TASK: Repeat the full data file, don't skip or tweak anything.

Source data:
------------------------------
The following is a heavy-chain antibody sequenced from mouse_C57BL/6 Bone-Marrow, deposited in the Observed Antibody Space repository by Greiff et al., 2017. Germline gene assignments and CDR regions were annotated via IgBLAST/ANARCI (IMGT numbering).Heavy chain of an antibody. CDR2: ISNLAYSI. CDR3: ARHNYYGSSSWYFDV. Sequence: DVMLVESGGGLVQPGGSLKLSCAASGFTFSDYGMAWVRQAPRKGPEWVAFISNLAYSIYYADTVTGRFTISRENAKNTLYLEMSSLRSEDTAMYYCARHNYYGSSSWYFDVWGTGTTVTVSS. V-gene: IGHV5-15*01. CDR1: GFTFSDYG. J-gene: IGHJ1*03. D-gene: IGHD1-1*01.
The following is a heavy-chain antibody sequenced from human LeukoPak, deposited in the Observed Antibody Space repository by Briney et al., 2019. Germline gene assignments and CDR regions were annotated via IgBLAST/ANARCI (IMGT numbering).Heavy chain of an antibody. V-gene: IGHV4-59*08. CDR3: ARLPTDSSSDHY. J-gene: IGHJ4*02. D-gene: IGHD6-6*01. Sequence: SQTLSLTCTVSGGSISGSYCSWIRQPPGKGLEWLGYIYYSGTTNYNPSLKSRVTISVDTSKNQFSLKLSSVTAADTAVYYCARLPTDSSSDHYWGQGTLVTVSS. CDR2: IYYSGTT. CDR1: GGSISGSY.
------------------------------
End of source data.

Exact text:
The following is a heavy-chain antibody sequenced from mouse_C57BL/6 Bone-Marrow, deposited in the Observed Antibody Space repository by Greiff et al., 2017. Germline gene assignments and CDR regions were annotated via IgBLAST/ANARCI (IMGT numbering).Heavy chain of an antibody. CDR2: ISNLAYSI. CDR3: ARHNYYGSSSWYFDV. Sequence: DVMLVESGGGLVQPGGSLKLSCAASGFTFSDYGMAWVRQAPRKGPEWVAFISNLAYSIYYADTVTGRFTISRENAKNTLYLEMSSLRSEDTAMYYCARHNYYGSSSWYFDVWGTGTTVTVSS. V-gene: IGHV5-15*01. CDR1: GFTFSDYG. J-gene: IGHJ1*03. D-gene: IGHD1-1*01.
The following is a heavy-chain antibody sequenced from human LeukoPak, deposited in the Observed Antibody Space repository by Briney et al., 2019. Germline gene assignments and CDR regions were annotated via IgBLAST/ANARCI (IMGT numbering).Heavy chain of an antibody. V-gene: IGHV4-59*08. CDR3: ARLPTDSSSDHY. J-gene: IGHJ4*02. D-gene: IGHD6-6*01. Sequence: SQTLSLTCTVSGGSISGSYCSWIRQPPGKGLEWLGYIYYSGTTNYNPSLKSRVTISVDTSKNQFSLKLSSVTAADTAVYYCARLPTDSSSDHYWGQGTLVTVSS. CDR2: IYYSGTT. CDR1: GGSISGSY.